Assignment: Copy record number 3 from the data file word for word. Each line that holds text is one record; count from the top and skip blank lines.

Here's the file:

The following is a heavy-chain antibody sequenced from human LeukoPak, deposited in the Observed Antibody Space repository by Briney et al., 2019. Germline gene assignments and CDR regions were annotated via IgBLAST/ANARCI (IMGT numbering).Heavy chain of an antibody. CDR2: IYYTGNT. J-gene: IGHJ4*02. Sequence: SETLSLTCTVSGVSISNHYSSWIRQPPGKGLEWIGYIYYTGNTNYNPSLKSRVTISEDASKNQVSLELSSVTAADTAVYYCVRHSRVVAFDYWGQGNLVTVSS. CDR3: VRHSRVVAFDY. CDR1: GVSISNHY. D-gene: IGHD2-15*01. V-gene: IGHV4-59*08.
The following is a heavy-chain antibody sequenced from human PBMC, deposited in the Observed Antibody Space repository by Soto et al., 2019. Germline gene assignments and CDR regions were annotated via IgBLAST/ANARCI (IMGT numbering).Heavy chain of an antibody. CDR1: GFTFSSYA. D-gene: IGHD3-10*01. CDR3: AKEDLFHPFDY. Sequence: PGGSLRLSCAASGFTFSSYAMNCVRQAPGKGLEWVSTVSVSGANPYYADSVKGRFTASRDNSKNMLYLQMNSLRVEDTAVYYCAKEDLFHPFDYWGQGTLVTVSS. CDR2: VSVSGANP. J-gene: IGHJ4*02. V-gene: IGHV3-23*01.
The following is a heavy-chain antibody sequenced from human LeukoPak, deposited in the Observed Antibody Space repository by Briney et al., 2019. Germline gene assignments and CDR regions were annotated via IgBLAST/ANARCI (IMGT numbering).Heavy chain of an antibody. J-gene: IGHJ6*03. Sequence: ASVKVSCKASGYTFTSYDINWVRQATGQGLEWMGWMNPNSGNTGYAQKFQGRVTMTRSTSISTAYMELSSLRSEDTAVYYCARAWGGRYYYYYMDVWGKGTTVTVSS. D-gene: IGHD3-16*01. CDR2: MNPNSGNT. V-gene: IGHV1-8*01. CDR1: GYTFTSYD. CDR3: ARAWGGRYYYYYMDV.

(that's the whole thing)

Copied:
The following is a heavy-chain antibody sequenced from human LeukoPak, deposited in the Observed Antibody Space repository by Briney et al., 2019. Germline gene assignments and CDR regions were annotated via IgBLAST/ANARCI (IMGT numbering).Heavy chain of an antibody. J-gene: IGHJ6*03. Sequence: ASVKVSCKASGYTFTSYDINWVRQATGQGLEWMGWMNPNSGNTGYAQKFQGRVTMTRSTSISTAYMELSSLRSEDTAVYYCARAWGGRYYYYYMDVWGKGTTVTVSS. D-gene: IGHD3-16*01. CDR2: MNPNSGNT. V-gene: IGHV1-8*01. CDR1: GYTFTSYD. CDR3: ARAWGGRYYYYYMDV.